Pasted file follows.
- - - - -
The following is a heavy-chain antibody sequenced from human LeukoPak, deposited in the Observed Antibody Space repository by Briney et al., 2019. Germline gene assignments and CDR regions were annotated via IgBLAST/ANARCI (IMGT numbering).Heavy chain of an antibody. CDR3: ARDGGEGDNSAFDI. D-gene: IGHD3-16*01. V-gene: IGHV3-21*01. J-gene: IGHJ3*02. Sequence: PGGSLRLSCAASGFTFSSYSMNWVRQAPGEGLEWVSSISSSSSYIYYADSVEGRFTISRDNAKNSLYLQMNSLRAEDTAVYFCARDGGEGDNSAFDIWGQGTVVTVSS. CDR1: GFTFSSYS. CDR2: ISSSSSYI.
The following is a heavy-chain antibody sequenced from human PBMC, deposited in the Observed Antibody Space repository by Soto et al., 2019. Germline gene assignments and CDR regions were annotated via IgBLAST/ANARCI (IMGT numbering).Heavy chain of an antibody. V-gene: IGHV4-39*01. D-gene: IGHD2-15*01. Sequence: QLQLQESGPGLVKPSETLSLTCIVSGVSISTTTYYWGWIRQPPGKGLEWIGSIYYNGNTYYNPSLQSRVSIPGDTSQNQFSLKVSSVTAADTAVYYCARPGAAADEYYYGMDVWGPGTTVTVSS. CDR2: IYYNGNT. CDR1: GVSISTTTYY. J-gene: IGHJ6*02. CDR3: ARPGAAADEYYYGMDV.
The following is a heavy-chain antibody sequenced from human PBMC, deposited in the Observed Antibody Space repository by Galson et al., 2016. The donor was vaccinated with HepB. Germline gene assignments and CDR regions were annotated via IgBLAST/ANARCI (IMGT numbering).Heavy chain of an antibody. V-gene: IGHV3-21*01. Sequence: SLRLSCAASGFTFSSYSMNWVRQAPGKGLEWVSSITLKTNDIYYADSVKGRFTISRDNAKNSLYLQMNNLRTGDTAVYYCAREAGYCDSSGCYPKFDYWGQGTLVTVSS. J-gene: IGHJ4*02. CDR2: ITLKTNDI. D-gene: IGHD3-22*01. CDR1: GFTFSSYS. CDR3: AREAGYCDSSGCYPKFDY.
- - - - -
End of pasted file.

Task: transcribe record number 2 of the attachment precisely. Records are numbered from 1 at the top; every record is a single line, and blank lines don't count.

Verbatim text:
The following is a heavy-chain antibody sequenced from human PBMC, deposited in the Observed Antibody Space repository by Soto et al., 2019. Germline gene assignments and CDR regions were annotated via IgBLAST/ANARCI (IMGT numbering).Heavy chain of an antibody. V-gene: IGHV4-39*01. D-gene: IGHD2-15*01. Sequence: QLQLQESGPGLVKPSETLSLTCIVSGVSISTTTYYWGWIRQPPGKGLEWIGSIYYNGNTYYNPSLQSRVSIPGDTSQNQFSLKVSSVTAADTAVYYCARPGAAADEYYYGMDVWGPGTTVTVSS. CDR2: IYYNGNT. CDR1: GVSISTTTYY. J-gene: IGHJ6*02. CDR3: ARPGAAADEYYYGMDV.